how much has been sequenced?
sima at fruitfly.bdgp.berkeley.edu
Fri May 5 09:39:26 EST 2000
Sorry that the numbers on the BDGP pages are unclear about the state of
the genome sequencing. We are currently updating our pages, so this
should be made clearer soon.
The number 112MB is how much the BDGP has sequenced, and does not include
how much Celera sequenced. The euchromatic portion of the genome (~120
Mb) is fairly complete; about 1300 small gaps in the euchromatin are being
worked on by the BDGP. The heterochromatic portion of the genome (~60 Mb),
which consists mainly of repetitive sequences, is not complete, because of
the technical difficulty of sequence assembly over repetitive regions.
About 97% of known genes with substantial sequence information were found
before gap filling, to answer your question about how many of the genes
might be missing.
You can read more of the details in the Adams et al., 2000 Science
Please let me know if I can be of further assistance.
> Subject: how much has been sequenced?
> from this page,
> it appears that about 112 MB have been sequenced.
> ("As of April 29, 2000, the BDGP has sequenced:
> 111.4Mb total of Drosophila genomic DNA (including clones in progress)")
> and, there are 1500 gaps.
> and, from this page,
> it appears that the estimated size of the genome is 180 MB.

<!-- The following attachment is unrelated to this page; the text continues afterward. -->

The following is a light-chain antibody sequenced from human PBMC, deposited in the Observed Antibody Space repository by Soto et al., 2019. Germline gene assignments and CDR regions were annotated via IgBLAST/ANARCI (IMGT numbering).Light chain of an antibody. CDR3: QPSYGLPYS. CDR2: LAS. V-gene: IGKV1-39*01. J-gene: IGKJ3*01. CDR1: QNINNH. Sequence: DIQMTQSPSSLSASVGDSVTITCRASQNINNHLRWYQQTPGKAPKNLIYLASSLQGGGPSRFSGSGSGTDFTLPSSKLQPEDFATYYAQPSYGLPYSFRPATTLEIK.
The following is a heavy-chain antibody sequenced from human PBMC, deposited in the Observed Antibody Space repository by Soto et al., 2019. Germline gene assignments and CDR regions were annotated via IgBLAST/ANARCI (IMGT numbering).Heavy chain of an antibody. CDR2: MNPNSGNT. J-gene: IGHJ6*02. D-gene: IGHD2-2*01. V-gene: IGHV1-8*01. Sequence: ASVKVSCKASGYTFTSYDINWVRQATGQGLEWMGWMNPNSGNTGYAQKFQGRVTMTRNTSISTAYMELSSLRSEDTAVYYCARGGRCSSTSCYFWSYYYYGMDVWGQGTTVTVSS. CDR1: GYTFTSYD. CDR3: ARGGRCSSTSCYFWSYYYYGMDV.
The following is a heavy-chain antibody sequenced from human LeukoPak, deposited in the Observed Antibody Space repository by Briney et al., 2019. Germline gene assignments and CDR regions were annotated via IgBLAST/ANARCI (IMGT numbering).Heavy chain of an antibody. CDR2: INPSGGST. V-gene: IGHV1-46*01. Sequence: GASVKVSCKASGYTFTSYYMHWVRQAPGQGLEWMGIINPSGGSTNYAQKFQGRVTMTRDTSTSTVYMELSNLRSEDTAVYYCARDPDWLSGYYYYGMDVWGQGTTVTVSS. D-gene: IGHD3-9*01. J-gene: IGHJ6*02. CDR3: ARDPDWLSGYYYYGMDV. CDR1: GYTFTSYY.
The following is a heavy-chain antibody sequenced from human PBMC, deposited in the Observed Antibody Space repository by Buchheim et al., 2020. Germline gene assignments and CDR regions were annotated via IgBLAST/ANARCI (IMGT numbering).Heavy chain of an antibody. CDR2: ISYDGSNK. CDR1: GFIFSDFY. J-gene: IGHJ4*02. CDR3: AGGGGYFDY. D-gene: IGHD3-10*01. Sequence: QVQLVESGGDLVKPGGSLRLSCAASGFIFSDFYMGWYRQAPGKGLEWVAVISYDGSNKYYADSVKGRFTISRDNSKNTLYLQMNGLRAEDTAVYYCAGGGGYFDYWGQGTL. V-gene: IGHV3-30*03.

> ("How big is the Drosophila genome? How many genes does it contain?
> The genome of Drosophila melanogaster is now estimated to be 180
> (Mb): the euchromatic genome is 140Mb in size, while the other
> 40Mb is heterochromatic (non-coding). ")
> so is it correct to say that there is still 28 MB of euchromatic genomic
> to sequence (and 68 MB of total genomic DNA to sequence)?
> 28/140 is 20%. so 20% of the gene-rich regions hasn't been sequenced?
> 68/180 is about 37%. so 37% of the total genome hasn't been sequenced?
> am i in using the right numbers here?
> also, does anyone know what fraction of the previously cloned genes
> never showed up in the celera 12X coverage of the genome? or how
> many drosophila ESTs didn't get found in the Celera sequences? that
> be another way of guessing how many more genes there are out there.
> rock pulak
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